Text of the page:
‘Culturally competent’ doctors sorely needed
A study has found that more black and Hispanic doctors are needed to address their respective communities in order to provide better health care.
“What happens with the health outcome, depends upon good communication, the trust and credibility between the health professional and the individual seeking care, and an understanding of the patient’s culture, value system, so that one can develop, hopefully, a strong relationship or interaction between the health professional and the individual,” Dr. Louis Sullivan says.
“Otherwise what we see resulting are a lack of compliance, people not returning for appointments, not filling prescriptions, not doing a number of things they should be doing as part of the health exchange,” Sullivan explains.
Studies indicate African-Americans and Hispanics receive a poorer quality of health care than non-Hispanic whites, even when they have the same levels of income and health insurance coverage.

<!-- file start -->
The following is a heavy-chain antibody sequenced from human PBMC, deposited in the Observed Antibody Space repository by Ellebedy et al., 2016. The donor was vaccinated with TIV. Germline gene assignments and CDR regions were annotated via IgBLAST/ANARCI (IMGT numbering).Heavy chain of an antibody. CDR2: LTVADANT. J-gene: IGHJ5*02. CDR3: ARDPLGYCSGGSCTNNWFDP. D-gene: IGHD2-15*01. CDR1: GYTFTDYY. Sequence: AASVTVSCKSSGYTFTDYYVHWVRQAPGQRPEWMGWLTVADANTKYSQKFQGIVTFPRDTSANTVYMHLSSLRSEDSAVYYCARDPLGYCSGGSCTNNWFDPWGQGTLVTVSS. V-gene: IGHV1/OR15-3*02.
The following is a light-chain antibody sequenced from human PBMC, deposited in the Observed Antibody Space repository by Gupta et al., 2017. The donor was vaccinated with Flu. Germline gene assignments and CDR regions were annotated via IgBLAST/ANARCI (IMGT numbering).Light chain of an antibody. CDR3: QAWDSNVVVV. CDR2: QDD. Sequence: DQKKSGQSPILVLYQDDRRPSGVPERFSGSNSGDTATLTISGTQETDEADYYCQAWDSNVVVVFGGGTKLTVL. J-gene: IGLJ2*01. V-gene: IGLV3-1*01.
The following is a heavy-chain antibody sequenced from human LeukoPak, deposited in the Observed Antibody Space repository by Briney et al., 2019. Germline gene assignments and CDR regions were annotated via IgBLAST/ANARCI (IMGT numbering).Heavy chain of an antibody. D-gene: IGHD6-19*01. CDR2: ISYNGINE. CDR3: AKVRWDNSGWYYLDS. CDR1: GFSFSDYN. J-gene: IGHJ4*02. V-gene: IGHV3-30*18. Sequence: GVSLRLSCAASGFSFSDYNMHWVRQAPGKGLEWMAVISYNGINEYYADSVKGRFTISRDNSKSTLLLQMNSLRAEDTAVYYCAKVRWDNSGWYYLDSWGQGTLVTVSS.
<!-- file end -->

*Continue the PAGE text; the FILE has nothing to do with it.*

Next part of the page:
Researchers say the reasons for this disparity include stereotyping of patients by health care providers, and a severe shortage of minority health care professionals.
Dr, Sullivan argues that in addition to more African-American and Hispanic doctors, “culturally competent” physicians – those familiar with a patient’s language, customs and beliefs are sorely needed.
“It will be decades before our health care system truly mirrors the makeup of our general population … we want all of our physicians, white, African American, Latino, what have you, to be culturally competent.”